HANCOCK — A garden typically used to educate students in an after-school program is now providing fresh produce for dozens of families throughout the community amid the coronavirus pandemic.
“Since there’s no after school or summer program, we’ve been getting in touch with families to take care of the garden on a weekly basis,” said Linda O’Brien, executive director of the Hancock Community Education Foundation.
Local families are invited to pick from the garden once a week in exchange for helping with the weeding and maintenance, according to Lisa Wujnovich, director of the foundation’s After School Garden.
“Whatever is harvestable, they can take home,” she said. “When I first started that garden about 15 years ago, I couldn’t give food away.”
Wujnovich said she tries to plant crops that don’t require a lot of work, like beans, chard, lettuce, kale, tomatoes, corn, squash, pumpkins, mint and basil.
“Usually the after school program starts the season, plants the seeds and tends the garden until the end of the school year, but things were different this year,” Wujnovich said. “Once the virus happened, I planted all the vegetables myself. It seems like a crazy time not to have a garden with all the food insecurity and families in need.”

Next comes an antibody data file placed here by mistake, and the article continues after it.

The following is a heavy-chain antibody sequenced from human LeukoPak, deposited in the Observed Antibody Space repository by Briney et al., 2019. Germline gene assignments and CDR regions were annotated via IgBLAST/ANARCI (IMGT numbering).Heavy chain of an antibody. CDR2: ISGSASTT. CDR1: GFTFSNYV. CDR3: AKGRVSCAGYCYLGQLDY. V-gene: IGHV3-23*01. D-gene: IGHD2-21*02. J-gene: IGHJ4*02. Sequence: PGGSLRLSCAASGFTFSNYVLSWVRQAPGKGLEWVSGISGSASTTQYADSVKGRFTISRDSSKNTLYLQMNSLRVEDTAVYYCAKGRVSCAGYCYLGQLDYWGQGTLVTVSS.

“This is unbelievably fabulous,” said Sue Miller, mother of 16 and grandmother to 15.
The Millers have seven mouths to feed at the moment, not including the chickens and a pig, plus a rotating cast of visiting children and grandchildren.
Eight-year-old Richard, 6-year-old Leon and 5-year-old Earl agreed that carrots and beans are their favorite snacks.
“Leon’s going to be quite the farmer,” Wujnovich said of her bean-picking prodigy.
Wujnovich said she typically uses the garden’s bounty to teach students how to prepare and cook a variety of dishes, including tarts, pumpkin muffins and soup.
The produce is also used as inspiration in poetry and song-writing exercises, she said. “I try to think of something new every year.”
This year, the garden’s produce will supplement the nonperishable food items distributed to 26 families with 56 children in total in a program overseen by O’Brien. Excess produce is donated to the Loaves and Fishes food pantry in Hancock.
“We planted extra, knowing there would be a food shortage,” O’Brien said. “Now it enables us to give fresh produce to lots of families. In light of everything going on, it’s nice that there’s a bit of good coming out of it.”
For more information, contact Lisa Wujnovich at 607-467-4034 or firstname.lastname@example.org.
Sarah Eames, staff writer, can be reached at email@example.com or 607-441-7213. Follow her @DS_SarahE on Twitter.